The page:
“Terragon, be not surprised that I know thou name nor of the wisdom that I possess of your secret heart. For I abode in the infernal realm of abyss and from this place many things are known to me,” Asmodel shed his cape dramatically. “For it was today that I saw you philosophizing the material world in the field. Tell me, Terragon, if you had a dream, one sole wish, what would it be?”

“Well, I ‘spose, Mr. Asmodel, mayhaps I would be enchanted, a little, by the Earth-like comforts, only the small indulgences, like mayhaps I wouldn’t have to toil about, field-wise no longer. Oh, also that I might enjoy some delicious berry tart that I so oft see being delivered to the Lord of the region’s castle. But such are only dreams, Mr. Asmodel, for I am naught but a humble serf.”

“Terragon, you are entitled to a dream, and there may be solution to your hapless position. What if I told you that I could offer you a STUDENT LOAN?”

“A student loan, Mr. Asmodel, sir? Pardon me if I’m in obscurity as to the meaning of these learned words, sir, for I am not literate being a peasant as I am.”

“Quite simply a student loan is a contract whereupon you offer unto me your immortality for gold.”

“I didn’t know I had an immortality, sir, least ways, not that I could find.”

“I mean to say your inborn soul, Terragon.”

“Excuse me for saying so sir, but it seems like a faulty constructed model of economics, for, why if serfs could trade souls, gold would be as plentiful as mothdust.”

“Yes, I suppose you are right. Well there is another way. You keep your immortality, but you must pay back your student loan in two years.”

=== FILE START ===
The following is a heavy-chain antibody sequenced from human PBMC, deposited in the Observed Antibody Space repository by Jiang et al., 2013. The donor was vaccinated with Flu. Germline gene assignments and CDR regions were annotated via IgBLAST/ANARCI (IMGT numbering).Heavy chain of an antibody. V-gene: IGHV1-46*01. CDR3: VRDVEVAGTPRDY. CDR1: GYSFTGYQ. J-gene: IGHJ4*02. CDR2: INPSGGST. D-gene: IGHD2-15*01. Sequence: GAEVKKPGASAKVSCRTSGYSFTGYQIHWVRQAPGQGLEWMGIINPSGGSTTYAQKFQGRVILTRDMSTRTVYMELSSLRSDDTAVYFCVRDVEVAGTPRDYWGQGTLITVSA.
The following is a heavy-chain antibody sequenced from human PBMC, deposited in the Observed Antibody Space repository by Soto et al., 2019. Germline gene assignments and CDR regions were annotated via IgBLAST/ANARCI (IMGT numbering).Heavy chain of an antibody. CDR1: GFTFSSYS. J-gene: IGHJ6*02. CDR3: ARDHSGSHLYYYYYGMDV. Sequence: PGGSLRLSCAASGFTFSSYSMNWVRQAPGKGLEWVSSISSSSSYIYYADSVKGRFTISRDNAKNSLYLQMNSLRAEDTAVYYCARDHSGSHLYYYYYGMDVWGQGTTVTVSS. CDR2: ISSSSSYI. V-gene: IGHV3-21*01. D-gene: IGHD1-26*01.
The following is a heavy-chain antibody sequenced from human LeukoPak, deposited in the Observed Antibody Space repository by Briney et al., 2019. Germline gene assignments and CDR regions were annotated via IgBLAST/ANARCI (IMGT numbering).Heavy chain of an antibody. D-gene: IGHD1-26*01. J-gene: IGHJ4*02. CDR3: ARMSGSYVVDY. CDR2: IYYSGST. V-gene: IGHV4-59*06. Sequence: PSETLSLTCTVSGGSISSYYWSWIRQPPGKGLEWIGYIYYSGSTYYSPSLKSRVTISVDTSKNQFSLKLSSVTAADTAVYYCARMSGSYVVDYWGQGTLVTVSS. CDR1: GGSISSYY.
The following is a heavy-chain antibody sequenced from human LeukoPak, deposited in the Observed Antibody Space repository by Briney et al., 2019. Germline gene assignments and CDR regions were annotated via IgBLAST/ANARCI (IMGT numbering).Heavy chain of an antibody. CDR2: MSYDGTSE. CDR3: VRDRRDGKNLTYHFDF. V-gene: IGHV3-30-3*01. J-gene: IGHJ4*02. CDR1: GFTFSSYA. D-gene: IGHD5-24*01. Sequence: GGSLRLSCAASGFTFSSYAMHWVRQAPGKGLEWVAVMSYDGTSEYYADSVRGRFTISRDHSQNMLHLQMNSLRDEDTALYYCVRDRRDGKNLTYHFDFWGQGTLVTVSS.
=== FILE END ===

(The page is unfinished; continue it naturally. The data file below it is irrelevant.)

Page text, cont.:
“But I am merely a serf! How will I find the gold to pay back my loans?”

“You can make month to month payments.”

Terragon pondered dreaming of his own castle and princess. He did not want to toil in the field tomorrow, and didn’t know if he could bear another week or year of toilage. In the end Terragon accepted. A scroll appeared from black smoke and a quill, and Asmodel drafted the contract.

I, Terragon, do openly swear in covenant in my own will and by witness of the infernal familiar Asmodel,

Whereas I am a miserable serf of Earthrealm

Whereas I subsist off gruel and do toil in the muck,

Whereas I have no gold, no past, no future,

And in effect nothing to lose,

I hereby make this bing covenant to take out a student loan.

“Now you must sign your name in blood and seal the document.”

Terragon whimpered, “In blood sir?”

“Yes,” answered Asmodel, “Only in spilled blood can the student loan be sealed.”

Terragon took a needle from the nightstand and poked his pinky finger several times.

“Ouch,” he whispered.

Finally, several drops of blood spilled out and he was able to sign. Terragon was informed that the Full Moon, not this Full Moon but the next Full Moon, he would receive the first disbursement of his student loan, which came in four disbursements. Afterwards, Asmodel departed theatrically by fire and cape.

Terragon decided the next morning to depart seeing as how he now had a student loan. He was free to seek his own destiny, and it would be prudent to escape the foreman and other serfs, and start from the beginning in some other realm.